As people head to shopping malls to find the perfect holiday gift, doctoral candidate in the College of Arts and Sciences at Cornell University Amit Kumar says the perfect gift is not a material item, like an electronic gadget or article of clothing. Instead research shows experiences – like that vacation you've been thinking about – provide the most joy and tend to increase social connectedness.
Kumar co-authored two research papers on experiential and material purchases in the Journal of Consumer Psychology, which will be published in January.
“An effect we've found over and over again in our studies is that experiential purchases – that is, money spend on doing, like on trips, tickets to events, and meals at restaurants, tend to make people happier than do material purchases – money spent on having, on possessions like clothing, jewelry, and gadgets. "Part of the reason for why this is the case is because experiential consumption enhances social relations more readily and effectively than material consumption. Moreover, one consequence of experiential consumption is a greater feeling of social connectedness that then leads people to want to pursue further connection. "One of the reasons people give gifts in the first place is to connect with the person they're giving the present to. I think it makes sense, then, for those gifts to be the ones that are likely to promote connection rather than inhibit it. Spending on doing is much more likely to foster feelings of connectedness than spending on having.”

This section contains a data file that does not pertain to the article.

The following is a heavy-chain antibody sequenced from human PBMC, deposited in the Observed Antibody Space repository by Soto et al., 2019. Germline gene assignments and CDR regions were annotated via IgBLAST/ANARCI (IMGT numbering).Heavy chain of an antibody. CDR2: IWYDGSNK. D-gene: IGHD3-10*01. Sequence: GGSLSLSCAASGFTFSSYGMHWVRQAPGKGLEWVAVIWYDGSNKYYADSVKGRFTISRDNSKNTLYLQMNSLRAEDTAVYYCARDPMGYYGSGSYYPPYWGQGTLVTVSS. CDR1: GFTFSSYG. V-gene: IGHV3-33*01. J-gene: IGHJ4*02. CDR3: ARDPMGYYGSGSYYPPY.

For interviews contact:Melissa Osgoodoffice: 607-255-2059cell: firstname.lastname@example.org
Cornell University has television, ISDN and dedicated Skype/Google+ Hangout studios available for media interviews.
- 30 -